Charles Dickens

'Worse than his wife, because I was once dupe enough, and false enough to myself, almost to love him. You have seen me, sir, only on common-place occasions, when I dare say you have thought me a common-place woman, a little more self- willed than the generality. You don't know what I mean by hating, if you know me no better than that; you can't know, without knowing with what care I have studied myself and people about me. For this reason I have for some time inclined to tell you what my life has been--not to propitiate your opinion, for I set no value on it; but that you may comprehend, when you think of your dear friend and his dear wife, what I mean by hating. Shall I give you something I have written and put by for your perusal, or shall I hold my hand?'

Arthur begged her to give it to him. She went to the bureau, unlocked it, and took from an inner drawer a few folded sheets of paper. Without any conciliation of him, scarcely addressing him, rather speaking as if she were speaking to her own looking-glass for the justification of her own stubbornness, she said, as she gave them to him:

'Now you may know what I mean by hating! No more of that. Sir, whether you find me temporarily and cheaply lodging in an empty London house, or in a Calais apartment, you find Harriet with me. You may like to see her before you leave. Harriet, come in!' She called Harriet again. The second call produced Harriet, once Tattycoram.

'Here is Mr Clennam,' said Miss Wade; 'not come for you; he has given you up,--I suppose you have, by this time?'

'Having no authority, or influence--yes,' assented Clennam.

'Not come in search of you, you see; but still seeking some one. He wants that Blandois man.'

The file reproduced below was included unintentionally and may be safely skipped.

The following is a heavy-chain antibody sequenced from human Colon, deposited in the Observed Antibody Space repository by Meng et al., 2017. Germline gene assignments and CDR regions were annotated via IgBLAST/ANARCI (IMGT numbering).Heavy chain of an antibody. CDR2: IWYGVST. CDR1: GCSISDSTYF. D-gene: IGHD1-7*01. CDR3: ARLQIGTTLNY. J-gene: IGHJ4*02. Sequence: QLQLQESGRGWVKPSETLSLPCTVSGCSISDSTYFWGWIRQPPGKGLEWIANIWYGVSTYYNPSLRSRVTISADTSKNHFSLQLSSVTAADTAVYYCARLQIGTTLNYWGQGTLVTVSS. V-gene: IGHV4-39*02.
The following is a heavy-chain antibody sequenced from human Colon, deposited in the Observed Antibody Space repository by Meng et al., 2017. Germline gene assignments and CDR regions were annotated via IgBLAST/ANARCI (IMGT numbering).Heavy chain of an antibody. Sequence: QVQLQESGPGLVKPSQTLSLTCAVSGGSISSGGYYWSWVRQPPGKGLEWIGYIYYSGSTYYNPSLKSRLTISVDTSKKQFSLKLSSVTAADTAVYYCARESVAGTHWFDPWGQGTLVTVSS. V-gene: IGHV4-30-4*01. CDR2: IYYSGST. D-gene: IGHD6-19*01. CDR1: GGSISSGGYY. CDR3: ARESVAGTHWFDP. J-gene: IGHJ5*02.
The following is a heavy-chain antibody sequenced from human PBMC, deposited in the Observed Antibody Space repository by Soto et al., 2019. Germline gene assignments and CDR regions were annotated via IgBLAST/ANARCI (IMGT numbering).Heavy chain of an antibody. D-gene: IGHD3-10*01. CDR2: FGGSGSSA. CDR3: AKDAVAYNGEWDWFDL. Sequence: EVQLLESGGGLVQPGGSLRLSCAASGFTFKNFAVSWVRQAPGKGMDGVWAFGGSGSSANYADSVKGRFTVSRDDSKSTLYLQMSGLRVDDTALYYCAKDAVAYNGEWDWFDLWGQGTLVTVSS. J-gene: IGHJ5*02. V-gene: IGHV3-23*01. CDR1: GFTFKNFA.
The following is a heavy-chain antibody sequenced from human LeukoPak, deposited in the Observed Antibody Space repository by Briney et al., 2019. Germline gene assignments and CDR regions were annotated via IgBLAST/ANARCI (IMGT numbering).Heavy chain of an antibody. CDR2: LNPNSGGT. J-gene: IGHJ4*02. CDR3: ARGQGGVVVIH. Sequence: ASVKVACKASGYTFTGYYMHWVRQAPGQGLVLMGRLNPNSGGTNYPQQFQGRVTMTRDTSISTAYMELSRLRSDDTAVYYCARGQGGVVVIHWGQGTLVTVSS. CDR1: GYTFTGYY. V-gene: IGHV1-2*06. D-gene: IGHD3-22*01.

'With whom I saw you in the Strand in London,' hinted Arthur. 'If you know anything of him, Harriet, except that he came from Venice--which we all know--tell it to Mr Clennam freely.' 'I know nothing more about him,' said the girl.

'Are you satisfied?' Miss Wade inquired of Arthur.

He had no reason to disbelieve them; the girl's manner being so natural as to be almost convincing, if he had had any previous doubts. He replied, 'I must seek for intelligence elsewhere.'

He was not going in the same breath; but he had risen before the girl entered, and she evidently thought he was. She looked quickly at him, and said:

'Are they well, sir?'


She stopped herself in saying what would have been 'all of them;' glanced at Miss Wade; and said 'Mr and Mrs Meagles.'

'They were, when I last heard of them. They are not at home. By the way, let me ask you. Is it true that you were seen there?'

'Where? Where does any one say I was seen?' returned the girl, sullenly casting down her eyes.

'Looking in at the garden gate of the cottage.'

'No,' said Miss Wade. 'She has never been near it.'

'You are wrong, then,' said the girl. 'I went down there the last time we were in London. I went one afternoon when you left me alone. And I did look in.'

'You poor-spirited girl,' returned Miss Wade with infinite contempt; 'does all our companionship, do all our conversations, do all your old complainings, tell for so little as that?'

'There was no harm in looking in at the gate for an instant,' said the girl. 'I saw by the windows that the family were not there.'

'Why should you go near the place?'

'Because I wanted to see it. Because I felt that I should like to look at it again.'

As each of the two handsome faces looked at the other, Clennam felt how each of the two natures must be constantly tearing the other to pieces.

'Oh!' said Miss Wade, coldly subduing and removing her glance; 'if you had any desire to see the place where you led the life from which I rescued you because you had found out what it was, that is another thing. But is that your truth to me? Is that your fidelity to me? Is that the common cause I make with you? You are not worth the confidence I have placed in you. You are not worth the favour I have shown you. You are no higher than a spaniel, and had better go back to the people who did worse than whip you.'

'If you speak so of them with any one else by to hear, you'll provoke me to take their part,' said the girl.